Figure 1 shows how feeding back optical inspection (AOI) data gathered inline immediately after component mounting enables diagnosis of any component-placement errors or solder-paste defects down to the level of individual mounter nozzles or stencil apertures. Software running on the machines is able to diagnose the exact causes of errors and send alerts to a mobile terminal such as the supervisor’s smartphone to help accelerate fault resolution and thereby minimise line stoppages. This mobile decision application is part of Yamaha’s proven Y.Fact software suite for optimising setup and performance at machine, line and factory level. Combined with the individual machine capabilities, this software provides a platform from which a smart manufacturing strategy can be launched and continuously extended and improved.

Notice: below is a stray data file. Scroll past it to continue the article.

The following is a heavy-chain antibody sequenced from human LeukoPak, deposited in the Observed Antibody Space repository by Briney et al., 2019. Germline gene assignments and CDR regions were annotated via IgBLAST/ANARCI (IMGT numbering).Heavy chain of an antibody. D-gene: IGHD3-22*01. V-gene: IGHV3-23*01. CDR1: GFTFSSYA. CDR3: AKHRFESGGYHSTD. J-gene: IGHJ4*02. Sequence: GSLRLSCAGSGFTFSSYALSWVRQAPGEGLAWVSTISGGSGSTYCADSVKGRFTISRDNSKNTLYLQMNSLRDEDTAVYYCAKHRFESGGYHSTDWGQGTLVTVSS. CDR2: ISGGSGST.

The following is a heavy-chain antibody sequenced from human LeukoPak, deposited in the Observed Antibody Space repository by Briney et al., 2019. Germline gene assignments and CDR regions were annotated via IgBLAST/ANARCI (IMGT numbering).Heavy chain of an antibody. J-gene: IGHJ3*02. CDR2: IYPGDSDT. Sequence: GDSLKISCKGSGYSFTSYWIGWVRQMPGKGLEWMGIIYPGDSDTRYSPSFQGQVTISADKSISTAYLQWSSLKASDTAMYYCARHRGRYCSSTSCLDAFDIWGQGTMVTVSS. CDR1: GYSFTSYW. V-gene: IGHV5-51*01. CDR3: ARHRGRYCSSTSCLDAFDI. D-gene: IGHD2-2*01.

The four modules that comprise Y.Fact software, known as P-Tool, M-Tool, S-Tool and T-Tool, handle Data Programming, Line Monitoring, Setup Navigation and Traceability respectively. The P-Tool for data programming carries out actions such as CAD-data conversion and reverse engineering of gerber files where necessary, to help save preparation time. Eliminating trial runs fits well with smart manufacturing ideals by saving materials and supervisor time, as well as automatically optimising and balancing the line.

The line-monitoring capabilities of the M-Tool represent perhaps the most obvious area for software to support smart manufacturing. Displaying line and factory status via a web-based interface makes detailed information such as efficiency, operating ratios and pickup rates available to supervisors in real time. figure 2 shows how colour-coded status enables fast and easy monitoring of line status. It is an easy next-step to consolidate this data automatically into reports for storage and analysis by higher-level applications running in The Cloud.